We present Language-mediated, Object-centric Representation Learning (LORL), a paradigm for learning disentangled, object-centric scene representations from vision and language. LORL builds upon recent advances in unsupervised object segmentation, notably MONet and Slot Attention. While these algorithms learn an object-centric representation just by reconstructing the input image, LORL enables them to further learn to associate the learned representations to concepts, i.e., words for object categories, properties, and spatial relationships, from language input. These object-centric concepts derived from language facilitate the learning of object-centric representations. LORL can be integrated with various unsupervised segmentation algorithms that are language-agnostic. Experiments show that the integration of LORL consistently improves the object segmentation performance of MONet and Slot Attention on two datasets via the help of language. We also show that concepts learned by LORL, in conjunction with segmentation algorithms such as MONet, aid downstream tasks such as referring expression comprehension.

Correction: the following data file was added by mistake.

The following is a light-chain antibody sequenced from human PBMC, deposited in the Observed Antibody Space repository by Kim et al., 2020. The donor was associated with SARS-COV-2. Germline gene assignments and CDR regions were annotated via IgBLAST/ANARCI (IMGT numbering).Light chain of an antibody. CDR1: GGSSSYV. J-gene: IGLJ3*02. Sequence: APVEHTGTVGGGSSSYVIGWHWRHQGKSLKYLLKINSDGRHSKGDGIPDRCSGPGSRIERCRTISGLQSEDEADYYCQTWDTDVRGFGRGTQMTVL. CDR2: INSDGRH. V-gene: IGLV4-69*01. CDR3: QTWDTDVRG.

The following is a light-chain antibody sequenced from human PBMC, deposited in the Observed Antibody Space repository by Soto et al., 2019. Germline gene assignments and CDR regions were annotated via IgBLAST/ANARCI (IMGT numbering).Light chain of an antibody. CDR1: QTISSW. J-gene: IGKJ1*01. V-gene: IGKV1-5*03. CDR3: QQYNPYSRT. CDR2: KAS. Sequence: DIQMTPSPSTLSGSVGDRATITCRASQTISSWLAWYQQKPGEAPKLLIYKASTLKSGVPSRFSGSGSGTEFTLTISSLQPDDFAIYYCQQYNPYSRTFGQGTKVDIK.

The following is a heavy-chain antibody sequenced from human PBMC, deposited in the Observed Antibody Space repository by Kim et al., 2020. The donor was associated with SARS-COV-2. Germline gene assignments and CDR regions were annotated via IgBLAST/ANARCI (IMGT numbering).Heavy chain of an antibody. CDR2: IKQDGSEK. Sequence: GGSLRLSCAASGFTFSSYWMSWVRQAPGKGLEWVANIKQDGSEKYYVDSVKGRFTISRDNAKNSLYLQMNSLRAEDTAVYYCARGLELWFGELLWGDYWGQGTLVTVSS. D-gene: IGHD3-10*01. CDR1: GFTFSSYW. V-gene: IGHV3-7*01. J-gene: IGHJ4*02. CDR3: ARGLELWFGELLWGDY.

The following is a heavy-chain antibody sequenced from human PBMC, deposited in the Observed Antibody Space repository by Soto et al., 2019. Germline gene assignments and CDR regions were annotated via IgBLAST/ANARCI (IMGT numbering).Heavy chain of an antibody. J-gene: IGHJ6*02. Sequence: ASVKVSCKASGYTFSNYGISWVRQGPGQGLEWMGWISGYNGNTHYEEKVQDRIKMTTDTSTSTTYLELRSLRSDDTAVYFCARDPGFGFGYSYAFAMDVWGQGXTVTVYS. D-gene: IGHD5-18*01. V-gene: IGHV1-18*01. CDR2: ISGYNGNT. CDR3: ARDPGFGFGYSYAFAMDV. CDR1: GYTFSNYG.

Two illustrative cases of Language-mediated, Object-centric Representation Learning. Different colors in the segmentation masks indicate individual objects recognized by the model. LORL can learn from visual and language inputs to associate various concepts: black, pan, leg with the visual appearance of individual objects. Furthermore, language provides cues about how an input scene should be segmented into individual objects: (a) segmenting the frying pan and its handle into two parts yields an incorrect answer to the question (Segmentation II); (b) an incorrect parsing of the chair image makes the counting result wrong (Segmentation II)